The doctor is running out of patients.
Location: Rancho Cucamonga, CA
Date Played: January 4, 2020
Team size: 2-8; we recommend 3-5
Duration: 60 minutes
Price: $32-35 per player for public booking; private booking $35-$60 each depending on team size
Ticketing: Public or private
Emergency Exit Rating: [A+] No Lock
Physical Restraints: [A+] No Physical Restraints
Patient 17 felt like an old-school escape room at heart, but the production design and attention to narrative elevated it above the average escape room.
The relatively complex story (especially for a crime-themed escape room) subtly followed us through the experience to its conclusion. Breaking Point also developed a strong sense of place through the story, set, and puzzles. Patient 17 felt ominous and confining, but never claustrophobic or scary.
The puzzles were mostly standard escape room puzzles, with nothing particularly flashy to offer experienced players. However, the game felt intuitive and flowed naturally. Some ambiguity slowed us down at first, but once we got going, we were in the zone until the end.
The Secret at Whitmore Estate is Breaking Point’s newer and stronger game, but Patient 17 is also worth playing while you’re there.
Who is this for?
- Story seekers
- Thriller fans
- Any experience level
- Creepy, isolating atmosphere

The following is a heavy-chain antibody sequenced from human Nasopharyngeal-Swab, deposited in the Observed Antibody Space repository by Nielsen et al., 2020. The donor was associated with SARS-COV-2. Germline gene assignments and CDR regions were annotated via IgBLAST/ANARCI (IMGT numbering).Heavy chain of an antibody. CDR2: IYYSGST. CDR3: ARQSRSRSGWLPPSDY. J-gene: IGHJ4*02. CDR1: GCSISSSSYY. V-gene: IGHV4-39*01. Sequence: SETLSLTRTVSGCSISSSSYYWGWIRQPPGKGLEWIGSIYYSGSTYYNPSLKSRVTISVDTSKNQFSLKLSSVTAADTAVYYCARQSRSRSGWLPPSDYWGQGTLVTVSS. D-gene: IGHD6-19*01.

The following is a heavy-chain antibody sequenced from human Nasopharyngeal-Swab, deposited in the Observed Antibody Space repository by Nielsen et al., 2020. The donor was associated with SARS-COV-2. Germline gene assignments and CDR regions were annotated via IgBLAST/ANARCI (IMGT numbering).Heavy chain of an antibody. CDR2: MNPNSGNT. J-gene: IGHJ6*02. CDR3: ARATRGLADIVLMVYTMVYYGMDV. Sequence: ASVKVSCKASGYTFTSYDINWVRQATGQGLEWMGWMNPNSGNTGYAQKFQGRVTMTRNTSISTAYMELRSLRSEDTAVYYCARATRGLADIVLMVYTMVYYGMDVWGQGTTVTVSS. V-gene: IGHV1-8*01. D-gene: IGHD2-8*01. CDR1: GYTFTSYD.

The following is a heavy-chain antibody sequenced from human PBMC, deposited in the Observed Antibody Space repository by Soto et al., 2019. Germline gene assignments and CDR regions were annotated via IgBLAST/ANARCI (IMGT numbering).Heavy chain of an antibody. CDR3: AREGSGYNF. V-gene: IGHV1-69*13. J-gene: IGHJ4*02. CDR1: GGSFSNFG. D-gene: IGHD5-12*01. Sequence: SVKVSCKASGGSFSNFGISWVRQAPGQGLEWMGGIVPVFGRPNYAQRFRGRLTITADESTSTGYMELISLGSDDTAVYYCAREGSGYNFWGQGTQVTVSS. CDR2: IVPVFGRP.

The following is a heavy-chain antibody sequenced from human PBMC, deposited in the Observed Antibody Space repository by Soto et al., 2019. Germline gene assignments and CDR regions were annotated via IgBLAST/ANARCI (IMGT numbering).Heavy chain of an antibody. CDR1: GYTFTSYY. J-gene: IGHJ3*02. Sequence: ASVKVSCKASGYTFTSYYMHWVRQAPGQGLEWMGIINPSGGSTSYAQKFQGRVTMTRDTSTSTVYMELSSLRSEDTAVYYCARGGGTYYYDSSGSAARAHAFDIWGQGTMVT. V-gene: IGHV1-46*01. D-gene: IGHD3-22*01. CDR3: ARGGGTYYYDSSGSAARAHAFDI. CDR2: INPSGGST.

- Thematic puzzling
- The feeling of being part of a larger story
An undercover agent investigating a doctor with connections to several missing women appeared to have blown her cover. We had been sent in to attempt a rescue.
Patient 17 took place in a dingy-looking hospital with an appropriately creepy vibe. Foreboding props and dark corners lent the game an ominous feeling, without ever veering towards scary.
Breaking Point Escape Rooms’ Patient 17 was a standard escape room with a moderate level of difficulty.
Core gameplay revolved around observing, puzzling, and making connections.
➕ Breaking Point’s intro videos were among the best we’ve seen. The introduction for Patient 17 provided backstory that gave our mission urgency and emotional heft.
➕ The detailed production design made the escape room feel like a creepy hospital. The gamespace felt confining, but alluded to a larger outside world. This level of detail drew us into the story and heightened our sense of urgency.
➖ Patient 17 could have used stronger gating early in the game. With so many puzzle elements available at the start, we struggled for a while before making real progress.
➕ The puzzling mostly involved standard escape room puzzles that coordinated well with the setting and the story. Solving them felt like making progress towards our goal.
➕ We were especially delighted when we discovered how to make use of one everyday item that initially felt too unbounded to contain a puzzle.
➖ We kept returning to a certain interesting-looking object that ended up having no bearing on the game. Replacing that object with a puzzle element or a less compelling prop would make it less of a red herring.
➖ The ending felt somewhat abrupt. We found ourselves wishing for a more exciting final scene.
➕ We appreciated the attention to narrative that threaded throughout Patient 17. After the intro, we encountered more information through the set and puzzles that enhanced our understanding of the story world without requiring excessive reading. The story felt original enough to stick in our minds while solving.
Tips For Visiting
- There is ample parking at the venue.
Book your hour with Breaking Point Escape Rooms’ Patient 17, and tell them that the Room Escape Artist sent you.